It is time to think about dealing with the notorious bagworms, Thyridopteryx ephemeraeformis, in southern and central Illinois. Young bagworm larvae have been found in Champaign-Urbana as of May 25, 2004. Newly hatched larvae or caterpillars are difficult to see because they blend in with plant foliage. The caterpillars climb to the tops of trees and dangle on 1- to 3-foot strands of silk. These strands are caught in the wind and detach, becoming streamers (this process is referred to as “ballooning”) that keep the caterpillars aloft for hundreds of feet to many miles, depending on updrafts and wind speed. Bagworms float until the silk catches on an object or plant. It is important to note that caterpillars are likely to balloon in the spring from nearby or even distant trees. The young caterpillars are small and as such cause minimal damage initially to foliage. They feed on the epidermal and mesophyll layers, creating light areas on the leaves. Waiting to spray an insecticide for at least 2 weeks after egg hatch allows sufficient time for the caterpillars to complete their ballooning and settle down and feed. One application during this time provides a high level of control. A second application may be required a week or two later.
Female bagworms hanging on trees from last year can contain 500 to 1,000 eggs. Newly hatched caterpillars emerge from the bottom of the bags around June, depending on environmental conditions. Each forms a tiny silk bag or case covered with material from whatever host it is eating and resides in this bag for the rest of its life. The young caterpillars are 1/8 to 1/4 inch long and initially feed on the epidermal tissue on one side and mesophyll layer, causing leaves to appear whitish before turning brown. The young caterpillars start feeding at the top of trees and shrubs.
Older larvae are 3/4 to 1 inch long and consume entire needles or leaves, mainly stripping the branches at the top of the tree. As they age and the food source declines, the caterpillars and their damage progress down the plant canopy. Stripped conifer branches usually die. A severe bagworm infestation can completely defoliate plants, which may result in death of branches or the entire plants. This is especially the case for evergreens, which don’t normally put out a flush of growth following defoliation by bagworms. Deciduous trees and shrubs that have been infested generally produce a new flush of leaves and survive. Bagworm caterpillars feed for about 3 months. On some plants, female bags are mainly found at the top, male bags on the bottom, which may make it easier for females to effectively disperse a pheromone to attract males.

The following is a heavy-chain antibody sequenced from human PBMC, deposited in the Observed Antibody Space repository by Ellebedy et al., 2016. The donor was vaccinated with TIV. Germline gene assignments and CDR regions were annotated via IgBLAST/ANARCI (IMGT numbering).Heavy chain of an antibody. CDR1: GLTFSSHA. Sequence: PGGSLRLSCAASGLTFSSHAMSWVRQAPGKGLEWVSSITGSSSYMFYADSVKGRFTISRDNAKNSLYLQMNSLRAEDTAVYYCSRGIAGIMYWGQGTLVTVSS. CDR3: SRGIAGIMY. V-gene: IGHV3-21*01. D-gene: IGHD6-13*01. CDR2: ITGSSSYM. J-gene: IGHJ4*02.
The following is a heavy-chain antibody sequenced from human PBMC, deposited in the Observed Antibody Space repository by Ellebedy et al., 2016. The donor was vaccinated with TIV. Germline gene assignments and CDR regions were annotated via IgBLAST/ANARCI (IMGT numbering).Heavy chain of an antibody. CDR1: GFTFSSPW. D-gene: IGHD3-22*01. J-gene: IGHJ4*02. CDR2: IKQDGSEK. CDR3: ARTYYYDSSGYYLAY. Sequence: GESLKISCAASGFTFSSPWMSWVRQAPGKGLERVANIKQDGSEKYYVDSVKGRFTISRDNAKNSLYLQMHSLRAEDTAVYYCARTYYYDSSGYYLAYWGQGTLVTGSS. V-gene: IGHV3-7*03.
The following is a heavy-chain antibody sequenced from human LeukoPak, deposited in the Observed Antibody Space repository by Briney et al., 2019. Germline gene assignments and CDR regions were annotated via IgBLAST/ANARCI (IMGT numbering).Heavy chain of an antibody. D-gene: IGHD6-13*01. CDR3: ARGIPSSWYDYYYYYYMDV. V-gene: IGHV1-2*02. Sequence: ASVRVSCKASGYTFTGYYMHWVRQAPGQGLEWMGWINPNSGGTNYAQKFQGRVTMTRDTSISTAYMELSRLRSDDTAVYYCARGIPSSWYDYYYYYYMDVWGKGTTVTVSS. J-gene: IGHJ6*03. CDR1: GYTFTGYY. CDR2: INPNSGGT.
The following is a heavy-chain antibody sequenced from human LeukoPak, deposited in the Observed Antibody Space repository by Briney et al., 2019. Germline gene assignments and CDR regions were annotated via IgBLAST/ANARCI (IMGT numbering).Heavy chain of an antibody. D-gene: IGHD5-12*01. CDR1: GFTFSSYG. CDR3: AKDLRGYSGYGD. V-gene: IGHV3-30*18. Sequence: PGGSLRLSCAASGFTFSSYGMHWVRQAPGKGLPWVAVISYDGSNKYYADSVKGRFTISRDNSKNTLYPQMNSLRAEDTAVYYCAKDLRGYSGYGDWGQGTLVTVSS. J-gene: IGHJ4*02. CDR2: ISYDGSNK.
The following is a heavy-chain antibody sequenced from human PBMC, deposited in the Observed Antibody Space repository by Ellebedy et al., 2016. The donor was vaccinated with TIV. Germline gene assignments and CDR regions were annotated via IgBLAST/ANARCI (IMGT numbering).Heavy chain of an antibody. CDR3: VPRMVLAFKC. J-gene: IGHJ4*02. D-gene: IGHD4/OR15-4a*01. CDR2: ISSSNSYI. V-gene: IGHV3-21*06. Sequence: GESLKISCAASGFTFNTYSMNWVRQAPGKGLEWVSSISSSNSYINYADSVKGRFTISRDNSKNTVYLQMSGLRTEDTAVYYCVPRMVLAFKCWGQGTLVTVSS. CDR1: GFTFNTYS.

In late summer, around mid-August, bagworms pupate inside the bags. It takes about 7 to 10 days for bagworms to change from pupa to adult, depending on the temperature. The males, ugly black moths with clear wings, emerge through the bottom of the bag and fly off to mate with females. Females never develop into winged moths and lack eyes, wings, legs, and antennae; they remain inside the bag, producing eggs before dying. The eggs are the overwintering stage. There is one generation per year in Illinois.
Handpicking and destroying bags from fall through midspring is effective in removing the overwintering eggs before they hatch. Bags should be placed in a plastic container and disposed of.
Insecticides recommended for control of bagworms include Bacillus thuringiensis var. kurstaki (Dipel or Thuricide), cyfluthrin (Tempo), trichlorfon (Dylox), and spinosad (Conserve). Insecticide sprays are effective on the young caterpillars. Older ones, in which the bags are at least 3/4 inch long, are difficult to control; and females feed less as they prepare for reproduction. The bacterium Bacillus thuringiensis is effective on young caterpillars, but the material must be ingested--so thorough coverage of all plant parts is essential. Spinosad works by contact and ingestion and is very effective in controlling bagworms. Cyfluthrin and trichlorfon are recommended for larger caterpillars. Again, thorough coverage of all plant parts is essential, especially the tops of trees. As mentioned, insecticides should be applied about 2 weeks after hatching has initiated, to allow all bagworms to hatch and blow around, permitting the caterpillars to complete the ballooning process. Treating too early generally results in the need for a second application. It is best to wait until mid-June in southern Illinois and late June to early July in central Illinois. Scouting trees and shrubs a week or two after application will be helpful in making sure that no more bagworms have blown in and in evaluating control efforts.
In addition to the recommended insecticides, research has shown that certain species of entomopathogenic nematodes (Steinernema carpocapsae) attack bagworms. When the nematodes are sprayed onto the bags, they infect the female bagworms inside. The bags provide a humid environment conducive to nematode activity. It is important to apply the nematodes before females lay eggs. A sex pheromone, used in traps to lure male moths, may be used to interfere with mating behavior and reduce fertilization; unfertilized eggs do not hatch.